During heavy rain it will be expected parts of the garden or lawn will flood. Garden layout should ensure flooding occurs where it is not a nuisance and away from the house. The soil in low points should contain little clay and be highly permeable. Plants requiring a high amount of water can be grown in the low points. Water should be rapidly absorbed by the soil and not lie on the surface for more than 24hrs after rain.
In a contour garden there will be high spots and low spots with wet areas and dry areas. Plant selection should be appropriate for the wet and dry areas. Native plants, resistant to droughts may be more appropriate on the high spots and exotic plants with high water needs may survive better in the wetter low spots. Contour gardens will have sunny warm spots and shady cool areas. A contour garden creates a variety of microclimates suitable for a range of plants.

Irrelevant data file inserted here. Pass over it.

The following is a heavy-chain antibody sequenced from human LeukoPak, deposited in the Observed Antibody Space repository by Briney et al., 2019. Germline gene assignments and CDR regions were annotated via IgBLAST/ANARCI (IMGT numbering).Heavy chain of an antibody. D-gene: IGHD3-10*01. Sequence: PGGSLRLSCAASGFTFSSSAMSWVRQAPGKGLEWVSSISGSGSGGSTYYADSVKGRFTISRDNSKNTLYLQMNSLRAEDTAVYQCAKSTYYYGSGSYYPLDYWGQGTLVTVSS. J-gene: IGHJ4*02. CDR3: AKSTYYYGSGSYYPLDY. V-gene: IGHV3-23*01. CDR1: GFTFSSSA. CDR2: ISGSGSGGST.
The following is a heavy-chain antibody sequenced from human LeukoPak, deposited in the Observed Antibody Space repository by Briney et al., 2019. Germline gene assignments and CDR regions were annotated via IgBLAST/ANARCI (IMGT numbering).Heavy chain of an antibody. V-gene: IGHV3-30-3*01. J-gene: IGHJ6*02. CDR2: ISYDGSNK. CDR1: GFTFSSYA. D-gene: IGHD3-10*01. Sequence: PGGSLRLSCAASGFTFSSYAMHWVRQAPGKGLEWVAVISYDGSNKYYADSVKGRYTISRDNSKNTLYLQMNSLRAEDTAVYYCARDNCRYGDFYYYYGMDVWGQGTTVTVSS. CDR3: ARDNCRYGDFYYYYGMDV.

Depth of plant roots should be considered in garden layout. Many annual plants only have shallow roots and need frequent watering. Perennial plants often have deep roots and grow better when irrigated with long, deep penetrating waterings, less frequently. Native trees can have very deep roots and may penetrate twenty or more meters down to the water table.
The garden layout and drainage lines should encourage water flow into the low point. Subsurface drains laid in trenches will remove excess water from garden soils.
Raised garden beds can be constructed on the borders of the garden with drains leading to the low point.
A water harvesting scheme for a home garden could initially capture rooftop runoff in a water tank overflowing onto a raised garden bed. The contour layout of the garden directs water to a low point with a fish or frog pond and excess water drained into a well. In dry times water from the well can be pumped into the water tank and used for watering the garden.
|Lucerne||6 or more meters|
|Wheat, Oates, Barley||3.3|
|Maize||1 to 2|
|Potatoes||0.6 to 2|
|Lettuce||0.1 to 0.2|